“So he grows a little garden in the backyard by the fence / He’s consuming what he’s growing nowadays in self-defense / He gets out there in the twilight zone / Sometimes when it just don’t make no sense.”

The Old Hippie from the 1985 Bellamy Brothers song will have an easier time tending his backyard marijuana now that it is legal in Maine. Legal to light up, that is. It’s not yet legal to buy it.

Growing advice is likely to be scarce, however.

The local sources most Mainers go to for gardening help will not assist with growing marijuana. John Rebar of the University of Maine Cooperative Extension said that because the extension receives money from the U.S. Department of Agriculture, funding would be threatened if it did any work on cannabis.

While the Maine Organic Farmers and Gardeners Association (MOFGA) is conducting trials for a program to see if medical marijuana meets standards similar to organic, director Ted Quaday said MOFGA has “no plans to develop a program around marijuana propagation for home gardeners.” He did say organic methods would serve home marijuana growers well.

So although I have never grown marijuana myself, I’ve done some research and compiled some tips.


Getting seeds or cuttings to start your cannabis is going to be the first tricky part.

The best solution is to befriend someone who has a prescription for medical marijuana, said Josh Quint, who works for the Canuvo medical cannabis dispensary in Biddeford. Since 2011, patients with prescriptions have been allowed to grow marijuana at home, under the direction of a dispensary.

While it is illegal to sell any parts of marijuana plants, it is legal to give them away. (I think a return gift of flowers or vegetables from your garden would be permitted.) Quint suggests you clone plants by taking cuttings, because there will be less genetic variation than if you start from seeds.

Start by cutting healthy side shoots 2 to 4 inches long from a healthy, preferably non-flowering, marijuana plant. Take more than you need because you’ll want to pick the best-looking plants to continue growing and some will fail. Cut off the bottom two leaves and re-cut the stem just below where you removed the leaves. Put the cuttings immediately into lukewarm water. Then treat the stem with a rooting hormone, such as Rootone, and place it into a previously moistened seed-starting pot filled with rock wool or other seed-starting mix. I suggest the Sprout Island Organic Seeds Starter from Coast of Maine’s Organic Products, because the 20-year-old company has its headquarters in Portland and its production facility in East Machias. Buy local!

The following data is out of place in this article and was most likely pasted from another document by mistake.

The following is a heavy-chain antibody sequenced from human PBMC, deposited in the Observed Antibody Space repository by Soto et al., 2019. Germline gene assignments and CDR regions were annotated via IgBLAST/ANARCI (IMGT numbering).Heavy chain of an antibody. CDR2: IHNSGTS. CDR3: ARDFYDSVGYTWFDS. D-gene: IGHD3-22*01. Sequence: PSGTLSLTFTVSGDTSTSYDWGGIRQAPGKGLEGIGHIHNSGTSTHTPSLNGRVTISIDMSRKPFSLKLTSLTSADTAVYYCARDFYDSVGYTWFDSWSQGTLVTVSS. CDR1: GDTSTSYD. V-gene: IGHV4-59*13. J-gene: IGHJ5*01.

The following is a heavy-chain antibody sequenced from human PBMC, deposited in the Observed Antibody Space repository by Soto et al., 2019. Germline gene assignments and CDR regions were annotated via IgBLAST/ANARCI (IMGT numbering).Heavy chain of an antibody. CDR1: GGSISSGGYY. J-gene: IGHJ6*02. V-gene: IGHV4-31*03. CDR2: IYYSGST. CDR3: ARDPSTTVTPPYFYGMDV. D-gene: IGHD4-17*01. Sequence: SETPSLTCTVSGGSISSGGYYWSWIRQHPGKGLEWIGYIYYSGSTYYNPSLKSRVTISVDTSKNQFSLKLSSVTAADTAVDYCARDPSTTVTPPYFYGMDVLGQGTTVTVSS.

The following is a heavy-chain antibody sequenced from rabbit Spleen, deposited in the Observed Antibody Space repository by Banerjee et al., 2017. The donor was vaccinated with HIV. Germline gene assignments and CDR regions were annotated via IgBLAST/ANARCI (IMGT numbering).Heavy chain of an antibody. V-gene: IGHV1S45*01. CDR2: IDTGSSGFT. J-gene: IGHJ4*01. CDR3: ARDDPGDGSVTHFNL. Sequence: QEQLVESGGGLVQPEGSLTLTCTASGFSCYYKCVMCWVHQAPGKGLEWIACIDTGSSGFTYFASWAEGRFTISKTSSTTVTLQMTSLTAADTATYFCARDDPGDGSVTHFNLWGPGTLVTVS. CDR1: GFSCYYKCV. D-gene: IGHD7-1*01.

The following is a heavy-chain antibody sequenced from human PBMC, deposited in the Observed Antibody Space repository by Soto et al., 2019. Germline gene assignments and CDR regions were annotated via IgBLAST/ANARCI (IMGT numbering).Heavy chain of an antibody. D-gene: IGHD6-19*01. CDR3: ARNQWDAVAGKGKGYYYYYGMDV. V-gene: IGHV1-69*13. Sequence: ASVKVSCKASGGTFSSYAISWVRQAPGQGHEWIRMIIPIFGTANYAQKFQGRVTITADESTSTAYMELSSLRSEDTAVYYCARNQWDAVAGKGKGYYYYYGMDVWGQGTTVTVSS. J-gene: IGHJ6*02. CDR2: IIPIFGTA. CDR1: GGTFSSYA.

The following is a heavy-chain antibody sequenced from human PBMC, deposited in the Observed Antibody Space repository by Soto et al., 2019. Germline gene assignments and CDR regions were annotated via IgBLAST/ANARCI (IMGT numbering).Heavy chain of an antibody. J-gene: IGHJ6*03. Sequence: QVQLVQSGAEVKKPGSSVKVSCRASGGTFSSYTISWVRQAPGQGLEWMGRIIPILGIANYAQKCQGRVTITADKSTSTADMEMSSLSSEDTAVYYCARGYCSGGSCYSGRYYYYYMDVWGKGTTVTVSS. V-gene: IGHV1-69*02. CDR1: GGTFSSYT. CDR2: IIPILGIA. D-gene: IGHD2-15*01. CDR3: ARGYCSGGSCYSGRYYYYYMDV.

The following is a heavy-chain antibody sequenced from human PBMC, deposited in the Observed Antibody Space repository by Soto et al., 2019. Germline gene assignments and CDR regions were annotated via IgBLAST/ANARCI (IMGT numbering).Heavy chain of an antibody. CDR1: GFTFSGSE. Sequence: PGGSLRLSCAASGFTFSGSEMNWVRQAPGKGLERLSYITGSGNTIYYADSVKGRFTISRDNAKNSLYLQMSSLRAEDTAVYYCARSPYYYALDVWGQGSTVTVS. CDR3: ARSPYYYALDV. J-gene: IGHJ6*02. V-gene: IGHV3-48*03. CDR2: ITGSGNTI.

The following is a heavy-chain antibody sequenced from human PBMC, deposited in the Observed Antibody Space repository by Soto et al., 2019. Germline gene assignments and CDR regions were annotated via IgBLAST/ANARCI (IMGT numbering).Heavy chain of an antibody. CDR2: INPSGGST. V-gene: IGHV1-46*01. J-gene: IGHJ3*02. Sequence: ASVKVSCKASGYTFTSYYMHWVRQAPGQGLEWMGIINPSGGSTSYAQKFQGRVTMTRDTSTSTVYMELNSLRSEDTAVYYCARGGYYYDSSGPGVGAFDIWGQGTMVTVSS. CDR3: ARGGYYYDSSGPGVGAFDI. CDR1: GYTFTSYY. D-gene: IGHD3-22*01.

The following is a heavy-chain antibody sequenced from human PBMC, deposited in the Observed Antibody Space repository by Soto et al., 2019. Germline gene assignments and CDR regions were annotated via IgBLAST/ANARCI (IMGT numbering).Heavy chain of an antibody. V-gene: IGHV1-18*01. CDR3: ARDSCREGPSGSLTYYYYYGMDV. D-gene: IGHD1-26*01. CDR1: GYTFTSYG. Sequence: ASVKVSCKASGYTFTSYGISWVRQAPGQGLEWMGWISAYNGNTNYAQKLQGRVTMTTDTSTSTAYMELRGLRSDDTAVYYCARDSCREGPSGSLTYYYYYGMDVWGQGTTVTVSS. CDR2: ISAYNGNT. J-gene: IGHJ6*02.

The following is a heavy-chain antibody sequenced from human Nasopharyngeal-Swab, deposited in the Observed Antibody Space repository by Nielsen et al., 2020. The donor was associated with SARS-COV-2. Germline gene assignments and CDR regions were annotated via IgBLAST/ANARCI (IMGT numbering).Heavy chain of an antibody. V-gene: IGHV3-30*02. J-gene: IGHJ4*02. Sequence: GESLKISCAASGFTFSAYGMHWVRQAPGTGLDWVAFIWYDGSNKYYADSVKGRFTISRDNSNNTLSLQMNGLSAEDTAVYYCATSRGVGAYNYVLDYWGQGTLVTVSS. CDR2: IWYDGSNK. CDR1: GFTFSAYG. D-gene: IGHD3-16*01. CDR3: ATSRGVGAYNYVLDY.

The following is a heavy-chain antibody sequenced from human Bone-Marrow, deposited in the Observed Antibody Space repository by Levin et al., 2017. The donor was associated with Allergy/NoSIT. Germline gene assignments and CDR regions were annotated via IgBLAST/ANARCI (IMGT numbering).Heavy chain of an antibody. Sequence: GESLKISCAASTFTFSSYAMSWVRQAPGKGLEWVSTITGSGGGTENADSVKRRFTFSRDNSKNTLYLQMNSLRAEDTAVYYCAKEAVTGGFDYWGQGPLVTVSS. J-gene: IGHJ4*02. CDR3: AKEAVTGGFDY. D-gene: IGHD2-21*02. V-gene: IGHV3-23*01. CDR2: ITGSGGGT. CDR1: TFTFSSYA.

Keep the plants covered with a moisture dome (a clear plastic top) and lighted with growing lights for 18 hours a day until they have shown growth.

Once you have the small seedlings, you can grow cannabis indoors or outdoors. Indoors will provide more consistent growing conditions and probably a better product – but expect to spend more for equipment and electricity.


Erick Garcia, store manager of GrowLife in Portland, said the store supplies materials for indoor growers of everything from microgreens for winter salads to cannabis. He said people often choose hydroponic systems, in which plants are grown on water solutions that provide nutrients without soil. A basic home hydroponic system costs about $500, Garcia said. (I’ll save hydroponics growing for another day.)

Growing indoors takes a lot of room and a lot of light. Marijuana plants can grow up to 6 feet tall, and the new state law permits you to grow six flowering and 12 (immature) non-flowering plants (see sidebar), in addition to seedlings that can reach two feet tall.

Growing in a south-facing window will not work – you will need artificial light. Seedlings and immature plants require light 18 hours a day, with complete darkness the remaining six. To induce blossom once the plants are large enough – it is the blossom or buds that are dried and then smoked or added to food – you reduce the light to 12 hours a day, imitating the approach of winter.

Grow the large plants in large buckets or pots with drainage holes, filled with fertile soil mixture as their growing medium. Cameron Bonsey of Coast of Maine said the company’s Stonington Blend Grower’s Mix is the top choice for marijuana growers. Keep the soil moist but not wet and, if the plants don’t do well, fertilize with fish emulsion or other liquid fertilizers.

Growing outdoors requires full sun – technically at least six hours – and it must be on your own property or a friend’s, with written permission. You will want to amend the soil with compost and other organic fertilizers, and don’t let the soil dry out. Because of Maine’s short growing season, start the seedlings indoors and plant them outside after the last frost. You could give them a boost by using a cold frame or other covering at the start.

Some websites suggest pruning the marijuana plants to keep them a bit smaller than the 6 feet they can grow. But prune them before you reduce or, if the plants are outside, before the days begin to shorten significantly.

Whatever your method, your production of usable marijuana from six plants will be ounces, not pounds.

After all this effort, you’ll have a good base to decide whether you prefer to buy it or grow your own. Once buying becomes legal, that is.

Tom Atwell is a freelance writer gardening in Cape Elizabeth. He can be contacted at 767-2297 or at: [email protected]

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